In this article, we will know everything there is to know about how insulin came about – its history on how it was first used to treat diabetes, types and the evolution of insulin to where we stand currently in the insulin market.
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How was diabetes treated before insulin was discovered?
Insulin was discovered in the year 1921, before which people with diabetes were treated only by recommending a low-carbohydrate or a low-caloric diet so much so that patients also died of starving themselves by following the prescribed diets.
A series of events that led to the discovery of insulin
1889 – Oskar Minkowski and Joseph Von Mering were German researchers who removed the pancreas in dogs and observed that they developed diabetes and died soon after. This led to the understanding and discovery of the link between diabetes and “pancreatic substances” (later known to be insulin) that cause diabetes with their deficiency.
1910 – Sir Edward Albert Sharpey-Shafer suggested that a single chemical in pancreas was absent in people with diabetes. He named this chemical ‘insulin’ derived from the Latin word ‘insula’ meaning island.
1921 – Frederick Banting, a surgeon along with his assistant Charles Best, figured out how insulin can be extracted from the pancreas of a dog and called it ‘thick brown muck’ unaware that this substance would later be used to save people’s lives by treating diabetes. With the help of their colleagues J.B Collip and John Macleod developed a cleaner and pure form of insulin.
1922 – The first patient to be administered with insulin was Leonard Thompson, who was a 14 year old boy on the deathbed from suffering with diabetes in Toronto. Leonard was the first person to be injected with insulin after which his fatally high blood glucose levels dropped to close to normal blood glucose levels.
1923 – Frederick Banting and John Macleod became recipients of the Nobel prize in medicine, which was shared with Charles Best and J.B. Collip for the discovery of insulin.
Evolution of insulin treatment
Isolation – Insulin was isolated and discovered from the pancreas of a dog and the correlation between the cause of diabetes as insulin deficiency was identified.
Insulin from animals – Insulin was extracted from cows which was first used to treat diabetes type 1.This form of insulin was later found to be impure and rejected by the human body due to the alien proteins associated from cows and pigs.
Emergence of NPH insulin – NPH or Neutral Protamine Hagedron which comprises a mixture of insulin, zinc and protamine. Protamine was a protein extracted from fish sperm which reduced the solubility of insulin and made it more lasting.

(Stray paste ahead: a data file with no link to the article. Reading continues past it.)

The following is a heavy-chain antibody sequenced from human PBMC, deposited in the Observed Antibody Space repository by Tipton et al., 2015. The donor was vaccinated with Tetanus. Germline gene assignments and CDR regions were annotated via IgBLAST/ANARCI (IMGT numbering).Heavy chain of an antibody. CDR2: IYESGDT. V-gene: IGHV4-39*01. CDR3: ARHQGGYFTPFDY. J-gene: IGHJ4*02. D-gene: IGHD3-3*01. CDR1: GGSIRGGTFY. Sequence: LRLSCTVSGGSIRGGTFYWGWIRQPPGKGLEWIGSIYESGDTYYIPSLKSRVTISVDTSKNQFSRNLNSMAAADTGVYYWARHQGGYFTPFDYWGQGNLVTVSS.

Insulin is a synthetic form – Post the prevalent use of insulin as an animal protein, humulin or human insulin became the first ever form of insulin to ever be synthesized.
Analogs of Insulin – These are structurally very similar to the human insulin but don’t completely match the insulin function within the human body due to their altered human structure.
Analogs of insulin with fast action – For getting a faster reaction, the analogs of insulin are substituted by certain specific amino acids that regulate the binding of insulin to the receptors in the cells.
Insulin Analogs with long action – In these analogs along with protein substitutions for faster binding, chemical groups are also added to reduce or slow down the absorption of insulin thus, resulting in a slower or long-lasting reaction. Known examples of Long – acting insulin analogs include – Levemir, Lantus and Tresiba.
Insulin that is non-injectable – Since, insulin is a form of a protein, it can’t be administered orally since it will get digested. Although research on developing a type of insulin which sustains the effect of acid in our stomach and saving itself from digestion is being done. A type of insulin which can be inhaled through an aerosol inhaler for being a powdered form of insulin is being developed. One such non-injectables in the market is Afrezza.
Now that we have understood the evolution of insulin, let us look at the types of insulin existing in the market currently:
Based on the action or peak-time:
- Rapid action insulin: Administered at the time of meal time and the types of rapid action insulin classified based on their peak time include:
- Aspart – peaks at 10 – 20 minutes of consumption
- Lispro – peaks at 15 – 30 minutes of consumption
- Glulisine – peaks at 20 – 30 minutes of consumption
- Short – acting insulin: The oldest type of insulin which lasts up to 4 – 12 hours.
- Regular insulin (Trade name – Humulin, Novolin) – 30 – 60 minutes.
- Intermediate acting insulin (last for 12 hours): NPF peaks at 1-2 hours
- Long – acting insulin (last for the longest at 24 hours): Newest type of insulin
- Levemir type peaks at 60 – 90 minutes
- Lantus has no peak time
Novel insulins – Latest type of insulins or inventions in the insulin market.
- Ultra long acting insulin – Glargine modified insulin lasts for up to 36 hours.
- Inhalational insulins – These were not successful and did not stay in the market.
Although over-time insulin has undergone modifications through innovation to suit the fast-paced modern world and cater to the increasing demographic of people who fall prey to diabetes. Insulin continues to be the saviour in regulating and improving the quality of life of patients suffering with diabetes. Consult a diabetes specialist today to know more on the type of insulins in the market and the one best suited for your needs and treatment.